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The Indian Subcontinent: 3000 to 1500 B.C.

Module by: Jack E. Maxfield. E-mail the author

THE INDIAN SUBCONTINENT

Back to The Indian Subcontinent: 5000 to 3000 B.C.

In addition to the Brachycephals discussed in the last chapter, other ethnic groups were well established by the 3rd millennium B.C. Negritos, Proto-Australoids and a Mediterranean people now mainly associated with the Dravidian Culture and finally the Mongoloids of the northeast and northern fringes, were all present. The latter were serpent worshiping Nagas, while the Dravidians were adventurous sailing merchants with cities of refinement and luxuries. Today the Deccan, in southern India, is essentially Dravidian in stock, customs and language.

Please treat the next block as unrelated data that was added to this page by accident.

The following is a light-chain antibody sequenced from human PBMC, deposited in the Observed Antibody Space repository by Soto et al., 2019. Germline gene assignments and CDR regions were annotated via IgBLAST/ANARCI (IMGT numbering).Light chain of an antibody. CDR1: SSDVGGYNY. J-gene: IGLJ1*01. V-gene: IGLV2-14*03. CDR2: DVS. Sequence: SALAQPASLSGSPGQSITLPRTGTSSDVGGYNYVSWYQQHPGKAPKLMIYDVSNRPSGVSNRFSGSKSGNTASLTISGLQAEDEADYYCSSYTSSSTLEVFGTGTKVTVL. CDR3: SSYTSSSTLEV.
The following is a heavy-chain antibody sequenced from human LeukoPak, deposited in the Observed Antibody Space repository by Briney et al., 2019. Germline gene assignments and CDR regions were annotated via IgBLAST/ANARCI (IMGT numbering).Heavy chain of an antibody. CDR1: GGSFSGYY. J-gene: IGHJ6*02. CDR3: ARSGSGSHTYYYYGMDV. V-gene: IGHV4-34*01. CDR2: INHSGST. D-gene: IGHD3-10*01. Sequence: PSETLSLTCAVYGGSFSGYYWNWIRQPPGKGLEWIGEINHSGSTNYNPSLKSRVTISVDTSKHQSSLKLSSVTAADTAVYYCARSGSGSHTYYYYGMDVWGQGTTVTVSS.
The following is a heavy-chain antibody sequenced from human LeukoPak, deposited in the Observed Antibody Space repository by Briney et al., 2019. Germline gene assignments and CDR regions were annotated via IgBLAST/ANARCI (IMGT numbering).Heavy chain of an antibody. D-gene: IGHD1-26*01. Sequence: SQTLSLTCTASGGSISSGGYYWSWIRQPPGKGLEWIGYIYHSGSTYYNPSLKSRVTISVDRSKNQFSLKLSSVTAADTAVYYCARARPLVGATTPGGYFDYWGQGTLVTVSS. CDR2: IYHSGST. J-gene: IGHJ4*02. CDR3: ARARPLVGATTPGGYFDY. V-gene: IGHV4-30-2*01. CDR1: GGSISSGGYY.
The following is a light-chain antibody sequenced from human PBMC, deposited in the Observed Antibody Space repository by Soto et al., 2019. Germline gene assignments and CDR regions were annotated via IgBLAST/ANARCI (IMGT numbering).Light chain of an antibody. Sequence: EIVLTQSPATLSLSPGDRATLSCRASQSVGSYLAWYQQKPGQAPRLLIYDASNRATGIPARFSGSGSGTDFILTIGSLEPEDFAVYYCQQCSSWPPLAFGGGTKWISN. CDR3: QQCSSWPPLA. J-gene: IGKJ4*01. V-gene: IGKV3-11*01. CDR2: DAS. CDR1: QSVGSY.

The Brachycephal 1 development came to flower in the Indus Valley cities of Harappa and Mohenjo-daro (now all in Pakistan) with a civilization which survived for almost a thousand years (2,550 to 1,550 B.C.) with excellent houses, elaborate drainage systems, bathrooms, etc. - all equal to Sumerian accomplishments and probably superior to Babylonian and Egyptian cultures. At its height this society extended far beyond the Indus Valley, itself, (see map on next page) and covered an area far greater than the contemporary states of Mesopotamia or the Kingdom of Egypt. Of this, only high citadels, solid buildings, uniform grids of streets and the elaborate drainage system remain. It was a society of priests, merchants and peasant farmers with extensive sea trade with Sumer and Babylonia. There was local script writing by 2,400 B.C. but unfortunately it has not yet been convincingly deciphered. No one knows even the language family to which it belongs, although there are thousands of short examples on stone seals, metal objects and pottery. This civilized area not only extended all along the Indus and its tributaries but ran for five hundred miles along the coast of the Arabian Sea, and French archeologists have also discovered remains of a mature Harappan settlement up in northeastern Afghanistan close to the Russian border, a thousand miles northeast of the Indus mouth. The Harappans domesticated the Indian jungle fowl, later to become the world's "chicken". The women apparently all wore at least loin cloths, but the men are often shown naked, in the discovered figurines. (Ref. 8, 176, 215, 44, 211)